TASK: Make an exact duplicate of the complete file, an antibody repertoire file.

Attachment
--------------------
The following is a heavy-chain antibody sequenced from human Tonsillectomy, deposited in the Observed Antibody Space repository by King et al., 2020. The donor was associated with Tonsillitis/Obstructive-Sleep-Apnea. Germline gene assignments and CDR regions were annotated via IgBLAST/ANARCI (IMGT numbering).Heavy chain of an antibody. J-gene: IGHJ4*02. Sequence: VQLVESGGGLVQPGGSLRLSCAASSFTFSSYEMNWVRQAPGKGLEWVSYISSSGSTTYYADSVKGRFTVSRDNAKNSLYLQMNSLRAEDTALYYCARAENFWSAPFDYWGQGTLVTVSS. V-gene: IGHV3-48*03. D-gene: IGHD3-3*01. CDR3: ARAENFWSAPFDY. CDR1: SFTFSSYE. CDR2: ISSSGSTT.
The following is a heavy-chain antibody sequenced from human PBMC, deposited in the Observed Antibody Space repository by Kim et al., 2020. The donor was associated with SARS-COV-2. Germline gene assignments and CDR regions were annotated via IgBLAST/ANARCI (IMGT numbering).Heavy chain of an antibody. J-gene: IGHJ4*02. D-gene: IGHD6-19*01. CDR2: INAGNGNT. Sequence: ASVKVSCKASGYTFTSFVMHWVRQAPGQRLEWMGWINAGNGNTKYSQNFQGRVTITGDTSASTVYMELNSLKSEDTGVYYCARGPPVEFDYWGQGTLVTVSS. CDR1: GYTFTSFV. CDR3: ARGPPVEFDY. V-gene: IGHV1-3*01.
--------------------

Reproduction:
The following is a heavy-chain antibody sequenced from human Tonsillectomy, deposited in the Observed Antibody Space repository by King et al., 2020. The donor was associated with Tonsillitis/Obstructive-Sleep-Apnea. Germline gene assignments and CDR regions were annotated via IgBLAST/ANARCI (IMGT numbering).Heavy chain of an antibody. J-gene: IGHJ4*02. Sequence: VQLVESGGGLVQPGGSLRLSCAASSFTFSSYEMNWVRQAPGKGLEWVSYISSSGSTTYYADSVKGRFTVSRDNAKNSLYLQMNSLRAEDTALYYCARAENFWSAPFDYWGQGTLVTVSS. V-gene: IGHV3-48*03. D-gene: IGHD3-3*01. CDR3: ARAENFWSAPFDY. CDR1: SFTFSSYE. CDR2: ISSSGSTT.
The following is a heavy-chain antibody sequenced from human PBMC, deposited in the Observed Antibody Space repository by Kim et al., 2020. The donor was associated with SARS-COV-2. Germline gene assignments and CDR regions were annotated via IgBLAST/ANARCI (IMGT numbering).Heavy chain of an antibody. J-gene: IGHJ4*02. D-gene: IGHD6-19*01. CDR2: INAGNGNT. Sequence: ASVKVSCKASGYTFTSFVMHWVRQAPGQRLEWMGWINAGNGNTKYSQNFQGRVTITGDTSASTVYMELNSLKSEDTGVYYCARGPPVEFDYWGQGTLVTVSS. CDR1: GYTFTSFV. CDR3: ARGPPVEFDY. V-gene: IGHV1-3*01.